Solid-state NMR joins IUCr

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  • Published: Nov 20, 2014
  • Author: Professor Robin Harris, University of Durham
  • Channels: NMR Knowledge Base / MRI Spectroscopy
thumbnail image: Solid-state NMR joins IUCr

Vanadium atoms (blue) have unusually large thermal vibrations that stabilize the metallic state of a vanadium dioxide crystal. Red depicts oxygen atoms. Image credit: Oak Ridge National Laboratory

In this International Year of Crystallography, NMR has at last established its own Commission within The International Union of Crystallography, joining 22 other commissions on a whole range of crystallographic subjects. Its incorporation into IUCr was approved at the Montreal meeting in August 2014. The Commission’s brief includes methods related to NMR (such as ESR/EPR). A web site is being developed at www.iucr.org/iucr/commissions/nmr-crystallography, to which readers are directed for further information as the work of the commission develops. The current commission membership consists of Francis Taulelle (as Chair), Robin Harris and Manish Mehta (joint secretaries), Tatyana Polenova, Marek Potrzebowski and Rod Wasylishen, but others will be added in the coming months.

Solid-state NMR specialists will know that this development is not before time. NMR was recognised as of value to crystallography even as early as 1949 when a paper by Gutowsky et al. stated that “The development of experimental methods for observing nuclear magnetism has provided a means of investigating certain aspects of molecular & crystal structure”. In fact, even before that time, an article by Pake described using solid-state NMR to determine the distance between protons in water of crystallisation of gypsum as 1.58 Å, a result which could not be obtained by X-ray diffraction methods at the time. Even now, of course, X-ray diffraction determines the centre of electron density around a hydrogen atom rather than the position of the nucleus (and these points differ substantially).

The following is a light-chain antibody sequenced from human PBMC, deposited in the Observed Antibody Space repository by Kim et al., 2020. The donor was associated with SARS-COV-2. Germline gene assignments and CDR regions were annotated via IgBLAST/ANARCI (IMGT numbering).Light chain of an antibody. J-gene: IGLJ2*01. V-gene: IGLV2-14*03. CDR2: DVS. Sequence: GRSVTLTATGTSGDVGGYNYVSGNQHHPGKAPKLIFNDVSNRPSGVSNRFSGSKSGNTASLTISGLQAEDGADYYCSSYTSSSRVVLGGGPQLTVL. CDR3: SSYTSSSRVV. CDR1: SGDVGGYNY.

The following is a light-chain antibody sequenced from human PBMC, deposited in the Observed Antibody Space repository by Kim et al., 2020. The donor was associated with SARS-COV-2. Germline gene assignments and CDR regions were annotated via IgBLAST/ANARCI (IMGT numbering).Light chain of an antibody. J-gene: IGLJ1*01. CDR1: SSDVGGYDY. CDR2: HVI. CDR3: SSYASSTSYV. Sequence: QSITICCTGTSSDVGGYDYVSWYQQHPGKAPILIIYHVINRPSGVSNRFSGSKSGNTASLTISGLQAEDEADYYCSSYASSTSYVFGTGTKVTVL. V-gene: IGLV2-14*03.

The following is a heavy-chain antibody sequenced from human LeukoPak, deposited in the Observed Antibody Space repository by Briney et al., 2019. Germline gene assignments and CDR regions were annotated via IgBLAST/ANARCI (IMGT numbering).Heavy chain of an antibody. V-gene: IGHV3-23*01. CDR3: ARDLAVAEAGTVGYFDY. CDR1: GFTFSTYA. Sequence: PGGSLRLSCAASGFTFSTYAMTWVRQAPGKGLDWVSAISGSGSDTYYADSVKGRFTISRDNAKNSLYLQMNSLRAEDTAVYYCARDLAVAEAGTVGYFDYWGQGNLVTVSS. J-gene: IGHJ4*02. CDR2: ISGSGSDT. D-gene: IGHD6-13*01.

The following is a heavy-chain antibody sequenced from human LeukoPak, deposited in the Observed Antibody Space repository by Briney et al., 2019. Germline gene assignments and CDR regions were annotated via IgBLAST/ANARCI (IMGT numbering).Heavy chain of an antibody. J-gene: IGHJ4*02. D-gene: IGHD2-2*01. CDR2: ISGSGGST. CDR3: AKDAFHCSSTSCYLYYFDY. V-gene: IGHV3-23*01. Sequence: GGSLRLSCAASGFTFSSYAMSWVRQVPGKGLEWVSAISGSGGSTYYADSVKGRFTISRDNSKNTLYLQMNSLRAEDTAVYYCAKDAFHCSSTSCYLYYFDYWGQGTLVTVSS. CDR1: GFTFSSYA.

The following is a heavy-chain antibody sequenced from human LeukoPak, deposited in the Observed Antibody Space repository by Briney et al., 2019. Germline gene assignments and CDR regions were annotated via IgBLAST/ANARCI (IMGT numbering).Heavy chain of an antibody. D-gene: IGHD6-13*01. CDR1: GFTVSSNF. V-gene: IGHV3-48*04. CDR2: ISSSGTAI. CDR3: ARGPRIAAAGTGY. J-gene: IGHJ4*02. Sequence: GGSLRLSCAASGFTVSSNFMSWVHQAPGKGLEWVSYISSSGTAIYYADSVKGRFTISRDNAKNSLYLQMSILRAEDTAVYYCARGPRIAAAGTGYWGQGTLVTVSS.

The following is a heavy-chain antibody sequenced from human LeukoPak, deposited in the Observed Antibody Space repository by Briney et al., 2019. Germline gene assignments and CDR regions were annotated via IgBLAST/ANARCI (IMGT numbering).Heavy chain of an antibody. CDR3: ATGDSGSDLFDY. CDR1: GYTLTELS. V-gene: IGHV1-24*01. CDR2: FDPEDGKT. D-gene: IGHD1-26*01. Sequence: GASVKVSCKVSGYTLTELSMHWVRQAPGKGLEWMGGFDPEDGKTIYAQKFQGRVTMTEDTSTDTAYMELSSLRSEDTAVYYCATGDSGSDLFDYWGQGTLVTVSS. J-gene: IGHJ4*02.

Carbon-13 CPMAS spectrum and crystal structure of terbutaline sulfate.


However, whilst crystallographic results from NMR became common after the CPMAS suite of techniques was developed in the 1970s, diffraction crystallographers largely ignored the developments. Indeed, as late as 2006 a referee for an NMR article which Lyndon Emsley and colleagues submitted to JACS, remarked “Crystallography specifically applies to diffraction of electromagnetic radiation”! Fortunately, attitudes have now changed - hence the new IUCr Commission. It is hoped that there will be increasing interaction between NMR and diffraction practitioners. The two techniques are largely complementary. NMR can address issues of disorder and dynamics within crystals inaccessible by diffraction since the timescales appropriate to the two methodologies are different. The length scales also differ – NMR responds to the local environment of atoms, whereas diffraction techniques rely on long-range order. Thus NMR is superior to diffraction in determining the chemical structures of amorphous and heterogeneous materials. Moreover, recent developments of computational methods such as CASTEP mean that NMR data can be used in a process of refining structures from diffraction results. NMR also provides information which can enable structure determination from powder diffraction data. For all these reasons, diffraction and NMR go hand-in-hand for structure determination in the future. The existence of the new Commission within IUCr should promote the combined use of the two techniques.


Professor Robin Harris
University of Durham, UK
November 2014

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